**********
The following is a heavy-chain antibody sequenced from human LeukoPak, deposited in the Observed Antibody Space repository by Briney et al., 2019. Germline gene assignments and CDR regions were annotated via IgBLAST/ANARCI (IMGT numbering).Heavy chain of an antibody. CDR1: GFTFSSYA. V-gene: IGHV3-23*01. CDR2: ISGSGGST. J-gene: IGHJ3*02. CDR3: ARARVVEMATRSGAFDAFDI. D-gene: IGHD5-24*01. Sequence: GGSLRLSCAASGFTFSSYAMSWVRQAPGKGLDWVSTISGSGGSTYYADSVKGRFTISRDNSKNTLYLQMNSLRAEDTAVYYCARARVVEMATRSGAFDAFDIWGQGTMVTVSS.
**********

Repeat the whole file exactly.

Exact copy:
The following is a heavy-chain antibody sequenced from human LeukoPak, deposited in the Observed Antibody Space repository by Briney et al., 2019. Germline gene assignments and CDR regions were annotated via IgBLAST/ANARCI (IMGT numbering).Heavy chain of an antibody. CDR1: GFTFSSYA. V-gene: IGHV3-23*01. CDR2: ISGSGGST. J-gene: IGHJ3*02. CDR3: ARARVVEMATRSGAFDAFDI. D-gene: IGHD5-24*01. Sequence: GGSLRLSCAASGFTFSSYAMSWVRQAPGKGLDWVSTISGSGGSTYYADSVKGRFTISRDNSKNTLYLQMNSLRAEDTAVYYCARARVVEMATRSGAFDAFDIWGQGTMVTVSS.